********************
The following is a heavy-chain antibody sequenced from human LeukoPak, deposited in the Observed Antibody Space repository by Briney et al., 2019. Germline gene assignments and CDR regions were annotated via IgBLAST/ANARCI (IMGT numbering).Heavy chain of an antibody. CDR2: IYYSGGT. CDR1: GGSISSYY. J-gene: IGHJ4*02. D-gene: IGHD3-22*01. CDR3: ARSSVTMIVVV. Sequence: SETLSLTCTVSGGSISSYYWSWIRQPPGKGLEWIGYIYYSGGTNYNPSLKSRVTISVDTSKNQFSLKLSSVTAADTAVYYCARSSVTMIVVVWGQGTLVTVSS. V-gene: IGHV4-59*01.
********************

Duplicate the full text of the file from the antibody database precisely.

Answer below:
The following is a heavy-chain antibody sequenced from human LeukoPak, deposited in the Observed Antibody Space repository by Briney et al., 2019. Germline gene assignments and CDR regions were annotated via IgBLAST/ANARCI (IMGT numbering).Heavy chain of an antibody. CDR2: IYYSGGT. CDR1: GGSISSYY. J-gene: IGHJ4*02. D-gene: IGHD3-22*01. CDR3: ARSSVTMIVVV. Sequence: SETLSLTCTVSGGSISSYYWSWIRQPPGKGLEWIGYIYYSGGTNYNPSLKSRVTISVDTSKNQFSLKLSSVTAADTAVYYCARSSVTMIVVVWGQGTLVTVSS. V-gene: IGHV4-59*01.